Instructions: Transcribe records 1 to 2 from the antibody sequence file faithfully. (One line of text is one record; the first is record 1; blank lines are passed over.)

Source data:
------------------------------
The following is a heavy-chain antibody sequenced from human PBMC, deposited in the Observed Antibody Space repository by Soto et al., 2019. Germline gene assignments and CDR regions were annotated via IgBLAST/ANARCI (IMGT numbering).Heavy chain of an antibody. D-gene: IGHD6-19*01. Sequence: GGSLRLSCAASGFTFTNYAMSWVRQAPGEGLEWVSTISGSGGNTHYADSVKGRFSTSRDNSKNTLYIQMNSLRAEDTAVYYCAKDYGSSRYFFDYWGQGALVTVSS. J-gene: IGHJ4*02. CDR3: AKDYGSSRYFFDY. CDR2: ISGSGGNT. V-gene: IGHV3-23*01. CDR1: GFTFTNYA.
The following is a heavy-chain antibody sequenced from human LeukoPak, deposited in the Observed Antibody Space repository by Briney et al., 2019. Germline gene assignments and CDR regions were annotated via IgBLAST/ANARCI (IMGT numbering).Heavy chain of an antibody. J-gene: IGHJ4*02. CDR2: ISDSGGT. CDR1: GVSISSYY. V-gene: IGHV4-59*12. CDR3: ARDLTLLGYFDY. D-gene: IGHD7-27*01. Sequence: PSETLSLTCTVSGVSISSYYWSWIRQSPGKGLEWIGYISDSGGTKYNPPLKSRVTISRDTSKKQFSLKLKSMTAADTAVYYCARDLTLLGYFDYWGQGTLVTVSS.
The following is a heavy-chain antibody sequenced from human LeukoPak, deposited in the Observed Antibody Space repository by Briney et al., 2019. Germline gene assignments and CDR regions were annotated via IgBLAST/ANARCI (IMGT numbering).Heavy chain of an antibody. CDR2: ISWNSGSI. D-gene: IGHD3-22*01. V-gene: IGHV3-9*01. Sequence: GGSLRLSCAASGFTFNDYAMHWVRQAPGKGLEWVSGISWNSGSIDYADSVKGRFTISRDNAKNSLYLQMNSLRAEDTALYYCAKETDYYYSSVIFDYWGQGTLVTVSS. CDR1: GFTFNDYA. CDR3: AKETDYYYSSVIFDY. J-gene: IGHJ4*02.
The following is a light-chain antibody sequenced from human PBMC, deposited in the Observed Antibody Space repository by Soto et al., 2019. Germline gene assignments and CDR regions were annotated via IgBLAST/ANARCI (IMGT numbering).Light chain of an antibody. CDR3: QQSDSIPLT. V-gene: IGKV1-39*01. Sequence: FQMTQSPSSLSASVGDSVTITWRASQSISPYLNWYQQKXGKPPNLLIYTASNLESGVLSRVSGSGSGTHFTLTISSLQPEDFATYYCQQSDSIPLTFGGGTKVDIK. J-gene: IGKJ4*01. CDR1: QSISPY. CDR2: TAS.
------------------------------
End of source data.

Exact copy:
The following is a heavy-chain antibody sequenced from human PBMC, deposited in the Observed Antibody Space repository by Soto et al., 2019. Germline gene assignments and CDR regions were annotated via IgBLAST/ANARCI (IMGT numbering).Heavy chain of an antibody. D-gene: IGHD6-19*01. Sequence: GGSLRLSCAASGFTFTNYAMSWVRQAPGEGLEWVSTISGSGGNTHYADSVKGRFSTSRDNSKNTLYIQMNSLRAEDTAVYYCAKDYGSSRYFFDYWGQGALVTVSS. J-gene: IGHJ4*02. CDR3: AKDYGSSRYFFDY. CDR2: ISGSGGNT. V-gene: IGHV3-23*01. CDR1: GFTFTNYA.
The following is a heavy-chain antibody sequenced from human LeukoPak, deposited in the Observed Antibody Space repository by Briney et al., 2019. Germline gene assignments and CDR regions were annotated via IgBLAST/ANARCI (IMGT numbering).Heavy chain of an antibody. J-gene: IGHJ4*02. CDR2: ISDSGGT. CDR1: GVSISSYY. V-gene: IGHV4-59*12. CDR3: ARDLTLLGYFDY. D-gene: IGHD7-27*01. Sequence: PSETLSLTCTVSGVSISSYYWSWIRQSPGKGLEWIGYISDSGGTKYNPPLKSRVTISRDTSKKQFSLKLKSMTAADTAVYYCARDLTLLGYFDYWGQGTLVTVSS.